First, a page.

A new Politico poll finds 57% of likely voters disapprove of Obama’s job performance and essentially split on which party they prefer. Respondents were drawn from areas with competitive House and Senate races this November. The poll also shows that voters are tuning out political leaders, establishment and grass roots, in both parties.
The poll could be the first sign of “political fatigue,” after more than a decade of partisan combat. For many Americans, politics is a luxury good. Almost half the likely voters in competitive states, 45%, list the economy as their top concern. No other issue cracks into the double-digits. After years of political action to address economic policy, the economy remains stalled. Combined with an escalation of unrest around the world and at America’s southern border, the American public may be overwhelmed.
By more than a 3-1 margin, 67-22%, voters would restrict US military involvement to direct threats to national security, rather than “protecting democracy” around the world. Voters overwhelmingly want less US involvement in Iraq, Syria and the Ukraine.
Just under a third, 32%, of likely voters express any enthusiasm for the upcoming midterm elections. 58% of voters are generally ambivalent. Keep in mind, these are voters in areas with competitive races this fall, so they have likely already been subject to political advertising and campaigning. These numbers are among all voters, regardless of political leanings. It is probable that voters who disapprove of Obama are more likely to vote this fall.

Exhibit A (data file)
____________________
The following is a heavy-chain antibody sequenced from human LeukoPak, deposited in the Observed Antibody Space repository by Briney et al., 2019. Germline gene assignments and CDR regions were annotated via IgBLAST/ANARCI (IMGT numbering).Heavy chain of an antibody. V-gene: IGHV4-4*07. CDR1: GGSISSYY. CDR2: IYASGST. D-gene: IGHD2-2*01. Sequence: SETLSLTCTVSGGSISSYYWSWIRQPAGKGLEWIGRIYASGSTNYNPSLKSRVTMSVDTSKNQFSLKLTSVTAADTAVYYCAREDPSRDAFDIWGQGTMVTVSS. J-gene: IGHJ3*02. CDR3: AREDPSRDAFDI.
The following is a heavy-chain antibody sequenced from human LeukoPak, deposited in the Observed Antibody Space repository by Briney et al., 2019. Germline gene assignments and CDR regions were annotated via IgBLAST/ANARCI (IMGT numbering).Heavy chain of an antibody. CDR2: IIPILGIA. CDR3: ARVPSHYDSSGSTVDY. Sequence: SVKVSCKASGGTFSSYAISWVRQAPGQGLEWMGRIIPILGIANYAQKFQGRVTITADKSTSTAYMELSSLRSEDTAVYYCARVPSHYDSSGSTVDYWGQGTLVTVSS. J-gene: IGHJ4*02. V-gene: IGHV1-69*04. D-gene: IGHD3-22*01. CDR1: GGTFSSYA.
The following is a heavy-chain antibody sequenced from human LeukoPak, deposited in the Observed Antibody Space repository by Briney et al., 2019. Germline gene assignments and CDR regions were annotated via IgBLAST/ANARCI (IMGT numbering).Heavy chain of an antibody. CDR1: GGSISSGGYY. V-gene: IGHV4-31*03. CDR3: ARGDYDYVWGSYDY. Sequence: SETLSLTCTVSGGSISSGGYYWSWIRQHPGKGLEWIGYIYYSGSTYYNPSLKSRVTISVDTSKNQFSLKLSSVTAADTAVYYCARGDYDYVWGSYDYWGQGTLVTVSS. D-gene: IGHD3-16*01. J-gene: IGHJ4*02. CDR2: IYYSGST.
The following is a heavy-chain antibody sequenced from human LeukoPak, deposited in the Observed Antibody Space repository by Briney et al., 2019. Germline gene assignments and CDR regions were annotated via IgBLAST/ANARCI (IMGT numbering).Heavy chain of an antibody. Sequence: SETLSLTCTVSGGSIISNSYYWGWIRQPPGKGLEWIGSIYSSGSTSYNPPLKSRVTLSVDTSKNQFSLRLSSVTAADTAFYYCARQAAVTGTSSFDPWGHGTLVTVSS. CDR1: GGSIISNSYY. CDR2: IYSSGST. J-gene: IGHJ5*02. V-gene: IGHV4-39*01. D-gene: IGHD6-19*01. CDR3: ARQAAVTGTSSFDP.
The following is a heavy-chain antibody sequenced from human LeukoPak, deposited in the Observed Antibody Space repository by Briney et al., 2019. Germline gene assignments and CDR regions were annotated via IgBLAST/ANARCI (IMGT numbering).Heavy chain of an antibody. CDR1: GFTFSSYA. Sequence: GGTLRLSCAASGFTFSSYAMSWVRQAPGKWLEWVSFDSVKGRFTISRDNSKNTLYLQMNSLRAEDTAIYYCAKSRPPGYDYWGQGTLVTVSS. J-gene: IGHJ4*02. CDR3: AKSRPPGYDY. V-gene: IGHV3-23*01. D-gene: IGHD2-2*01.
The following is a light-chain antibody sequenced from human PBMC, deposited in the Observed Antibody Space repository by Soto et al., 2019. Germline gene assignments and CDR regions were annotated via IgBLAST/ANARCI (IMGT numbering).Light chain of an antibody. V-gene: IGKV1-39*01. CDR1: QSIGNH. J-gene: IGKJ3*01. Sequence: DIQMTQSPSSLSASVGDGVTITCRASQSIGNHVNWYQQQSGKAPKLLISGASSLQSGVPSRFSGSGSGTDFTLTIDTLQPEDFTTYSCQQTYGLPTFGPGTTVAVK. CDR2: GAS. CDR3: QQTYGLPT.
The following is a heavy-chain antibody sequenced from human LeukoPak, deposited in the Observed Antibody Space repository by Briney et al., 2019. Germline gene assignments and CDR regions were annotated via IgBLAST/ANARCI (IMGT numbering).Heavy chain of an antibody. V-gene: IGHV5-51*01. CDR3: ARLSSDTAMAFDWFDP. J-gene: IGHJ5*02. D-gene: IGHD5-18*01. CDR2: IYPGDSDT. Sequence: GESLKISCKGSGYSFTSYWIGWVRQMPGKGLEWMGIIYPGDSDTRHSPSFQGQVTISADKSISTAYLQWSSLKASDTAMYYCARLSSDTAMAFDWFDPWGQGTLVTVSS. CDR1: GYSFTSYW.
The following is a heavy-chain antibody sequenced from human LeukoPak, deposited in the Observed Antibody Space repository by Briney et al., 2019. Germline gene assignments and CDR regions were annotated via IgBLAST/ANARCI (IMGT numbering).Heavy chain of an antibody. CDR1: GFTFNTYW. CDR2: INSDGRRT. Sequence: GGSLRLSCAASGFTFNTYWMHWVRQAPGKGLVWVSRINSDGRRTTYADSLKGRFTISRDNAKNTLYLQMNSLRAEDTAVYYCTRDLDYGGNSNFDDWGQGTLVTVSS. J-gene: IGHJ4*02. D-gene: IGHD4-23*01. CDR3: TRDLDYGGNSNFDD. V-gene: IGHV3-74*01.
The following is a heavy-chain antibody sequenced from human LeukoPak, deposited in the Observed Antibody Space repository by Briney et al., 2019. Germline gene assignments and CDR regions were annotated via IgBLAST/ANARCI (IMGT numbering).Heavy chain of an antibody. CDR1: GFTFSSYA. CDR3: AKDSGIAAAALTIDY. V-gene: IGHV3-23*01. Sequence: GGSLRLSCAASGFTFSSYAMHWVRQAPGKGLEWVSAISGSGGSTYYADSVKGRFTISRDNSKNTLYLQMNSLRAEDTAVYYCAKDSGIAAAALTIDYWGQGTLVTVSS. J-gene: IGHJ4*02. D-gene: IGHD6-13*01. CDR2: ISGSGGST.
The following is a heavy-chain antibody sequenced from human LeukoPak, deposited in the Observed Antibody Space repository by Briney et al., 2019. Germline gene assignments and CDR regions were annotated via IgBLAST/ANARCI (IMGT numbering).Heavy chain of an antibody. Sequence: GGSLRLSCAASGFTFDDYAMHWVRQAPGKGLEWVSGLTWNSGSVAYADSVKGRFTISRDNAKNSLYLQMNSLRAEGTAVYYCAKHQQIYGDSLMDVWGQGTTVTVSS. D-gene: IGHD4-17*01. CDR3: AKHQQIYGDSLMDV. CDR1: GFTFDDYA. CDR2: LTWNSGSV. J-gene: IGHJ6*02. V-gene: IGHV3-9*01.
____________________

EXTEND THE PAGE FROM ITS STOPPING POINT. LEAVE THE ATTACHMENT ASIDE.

Indeed, in the Politico poll, Republicans edge Democrats by 2 points in the generic ballot, even though Democrats hold a 2-point edge in political identification. Republicans maintain their lead even after party-leaners are included.
The issue matrix tested in the poll also favors Republicans. The party enjoys a 7-point lead over Democrats on who can best handle foreign policy, a reversal of where things stood at the end of the Bush Administration. Additionally, less than 1-in-5 likely voters (17%) want to keep ObamaCare as is. More than twice as many voters (45%) support an outright repeal.
The Republican edge, though, seems to be oppositional, i.e. the party is benefiting from not being Barack Obama rather attracting support on its own. “Republicans in Congress” polls substantially worse than “Democrats in Congress.” Moreover, many national Republican leaders have the opposite of coattails. An endorsement from one of them would make voters less likely to support their preferred candidate.
When asked whether an endorsement from a national political figure would affect one’s vote, the usual top response is that it would make no difference. For almost every political notable tested, from both parties, an endorsement was a net-negative, with “less likely” to support beating out “no difference” and “more likely” to support.
Democrats tested were Hillary and Bill Clinton, Obama, Sen. Elizabeth Warren (D-MA) and Joe Biden. An endorsement from Barack Obama moved almost half of likely voters (45%) away from the hypothetical candidate. Hillary Clinton’s reverse-Midas touch was only slightly more lethal, with 41% of likely voters saying they would be less likely to support a candidate endorsement by her.
Republican leaders fared little better. Notable Republicans tested included Chris Christie, Jeb Bush, Sen. Rand Paul (R-KY), Sen. Ted Cruz (R-TX) and Mitt Romney. Voters were “less likely” to support a candidate endorsed by any of these politicians. In fact, “less likely” to support beat out or tied “no difference” for all of them.
The Republican party will likely make significant gains in November, if for no other reason than Obama’s continued unpopularity. Americans, however, aren’t embracing the GOP. They are increasingly tuning out both parties.